One of the biggest worries for gym-goers is losing muscle after taking a few weeks off, for both strength and size. People work years to achieve their physique, so the fears are understandable.
But is there really so much no need for concern? Our favourite nutritionist, Richie Kirwan, is here to ease any anxieties and explain exactly what happens if you take a break from the gym.
When gyms shut during the 2020 lockdown, gym-goers were worried. They were worried partly about the pandemic but mostly about their gains. Would all the time off mean they’d lose their hard-earned muscles? Lacking answers, many bought gym equipment so they could work out from home. But were their worries misplaced? Will a prolonged period out of the gym result in significant muscle loss? Let’s see what the science says.
One study looking into muscle loss took a group of young healthy men and kept them in bed for a whole week. What a dream. After a week of next to no activity whatsoever, participants had lost on average 1.4kg of lean body mass each. That can take months of hard work to build.
In another study, this one looking into the effects of training followed by detraining, 24 men were observed as they completed 10 weeks of training followed by a six-week break. Their muscle mass was measured at the start of the study, once more after 10 weeks of training and then again after the six-week break.
After the 10 weeks they divided the men into three groups based on how much muscle they gained in their vastus lateralus, one of the main muscles in the quads. The group with the biggest mass increase was called the high respond group. The other two groups were called medium responders and low responders.
When muscle mass was measured again after the six-week break, only the high responders saw a statistically significant drop in muscle size. This suggests that the better you are at gaining muscle, the better you are at losing it too.
Earlier research in the same field of study observed a group of young women during a 20-week resistance training programme. Obviously enough, they gained strength and muscle size. They then stopped training completely for 32 weeks, almost eight months.
Their strength dropped considerably during this period of detraining, but their lean body mass changed slightly, and it also didn’t return to pre-training level.
After another six weeks of training, they returned to the same muscle size and strength as after the initial 20 weeks. While at first it took a while to build strength and size, the participants were able hit peak relatively quickly after detraining.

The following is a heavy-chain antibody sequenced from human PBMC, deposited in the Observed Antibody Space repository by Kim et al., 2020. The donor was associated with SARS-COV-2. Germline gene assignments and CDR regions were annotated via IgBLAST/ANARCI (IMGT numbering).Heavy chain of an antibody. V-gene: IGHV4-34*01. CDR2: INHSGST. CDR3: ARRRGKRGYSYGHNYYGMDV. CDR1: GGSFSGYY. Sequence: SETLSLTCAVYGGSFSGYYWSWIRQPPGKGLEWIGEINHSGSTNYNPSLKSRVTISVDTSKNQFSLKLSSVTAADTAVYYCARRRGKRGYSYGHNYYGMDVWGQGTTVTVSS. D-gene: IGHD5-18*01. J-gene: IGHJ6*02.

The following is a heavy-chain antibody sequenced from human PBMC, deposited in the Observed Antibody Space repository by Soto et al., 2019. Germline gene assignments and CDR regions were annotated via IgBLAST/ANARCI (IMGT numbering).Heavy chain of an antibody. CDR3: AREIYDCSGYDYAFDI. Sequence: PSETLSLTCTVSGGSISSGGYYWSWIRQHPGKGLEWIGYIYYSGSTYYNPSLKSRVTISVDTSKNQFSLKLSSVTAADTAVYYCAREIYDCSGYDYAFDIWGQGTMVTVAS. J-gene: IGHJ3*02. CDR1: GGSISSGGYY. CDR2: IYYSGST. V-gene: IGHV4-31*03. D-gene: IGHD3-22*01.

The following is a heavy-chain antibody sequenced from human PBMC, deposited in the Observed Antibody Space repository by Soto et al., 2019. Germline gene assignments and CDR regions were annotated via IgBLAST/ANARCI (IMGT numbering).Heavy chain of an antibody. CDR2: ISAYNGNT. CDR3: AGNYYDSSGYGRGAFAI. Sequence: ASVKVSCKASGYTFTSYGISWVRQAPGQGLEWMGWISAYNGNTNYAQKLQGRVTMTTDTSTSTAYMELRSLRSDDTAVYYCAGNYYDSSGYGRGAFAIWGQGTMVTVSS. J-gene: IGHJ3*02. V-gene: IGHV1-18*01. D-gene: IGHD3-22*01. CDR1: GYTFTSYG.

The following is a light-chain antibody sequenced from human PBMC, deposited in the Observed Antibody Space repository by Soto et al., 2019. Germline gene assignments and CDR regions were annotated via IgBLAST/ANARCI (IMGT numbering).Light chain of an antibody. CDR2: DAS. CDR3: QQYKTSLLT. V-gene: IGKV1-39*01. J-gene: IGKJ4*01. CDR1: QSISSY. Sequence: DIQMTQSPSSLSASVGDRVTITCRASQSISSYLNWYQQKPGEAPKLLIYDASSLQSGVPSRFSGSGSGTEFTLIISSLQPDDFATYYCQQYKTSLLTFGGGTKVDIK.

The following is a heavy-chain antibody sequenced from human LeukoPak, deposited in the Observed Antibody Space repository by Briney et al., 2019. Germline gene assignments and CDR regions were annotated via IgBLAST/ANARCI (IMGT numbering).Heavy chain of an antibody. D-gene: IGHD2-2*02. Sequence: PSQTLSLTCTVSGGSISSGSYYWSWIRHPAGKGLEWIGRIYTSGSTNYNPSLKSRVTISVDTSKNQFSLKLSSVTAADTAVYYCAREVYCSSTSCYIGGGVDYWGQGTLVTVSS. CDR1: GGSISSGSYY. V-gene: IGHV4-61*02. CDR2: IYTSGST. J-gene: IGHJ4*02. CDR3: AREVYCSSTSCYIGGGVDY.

The name for this area of research is muscle memory. It’s good news for gym-goers worried about a prolonged break. Essentially, muscles can “remember” previous training experience. Even if we stop training for a while and lose some size and strength, this “memory” means muscles are regained soon after getting back in the gym.
Science behind muscle memory
It sounds pretty damn cool to us, but how does it actually work? No one knows for sure yet, but researchers are working on the answers.
The number of nuclei in muscle cells
If you remember school biology, you might recall that almost all cells in our body have a nucleus, the control centre of the cell. The nucleus contains the DNA that allows the transcription of all the proteins that make a cell work.
Muscle cells can have multiple nuclei and when we train and damage our muscles, a special type of stem cell called a satellite cell joins with our muscles to help their recovery. And if you didn’t listen in biology, stem cells are cells that can turn into other types of cells under the right conditions.
When we train hard and regularly, we increase the amount of satellite cells that merge with muscle cells. This increases the number of myonuclei. These myonuclei can stay around for months or even years, even if you detrain. When you start training again the myonuclei can all work together to help increase protein synthesis and muscle growth much faster than it will have taken you to grow the muscles in the first place.
This would account for only a small part of muscle memory, but there’s also another researched area known as epigenetics.
We all have genes that determine everything about our bodies, and we can’t change them. But lifestyle and environmental factors can make them more or less likely to become active.
Resistance exercise can cause epigenetic changes in some of the genes involved in muscle growth. Exercise can cause some genes to have less methylation, which makes them more active, and these changes can last during detraining. Methylation is the process by which a chemical group called methyl bonds to certain genes and changes how often the genes get switched on. More methylation means a gene is less active and vice versa. When someone retrains after a period of inactivity, their genes are epigenetically primed to grow; they can then get back to previous levels of muscle size and strength.
But, as said, this is only scratching the surface on how muscle memory works, and there’s plenty more research to be done.
Take Home Message
So maybe now it’s time to stop worrying about losing gains after a few weeks off. Chances are you might lose some gains, but it shouldn’t be a major cause for concern. A beautiful, mysterious thing called muscle memory means you’re likely to get your gains back sooner than it took to get them in the first place. Magical.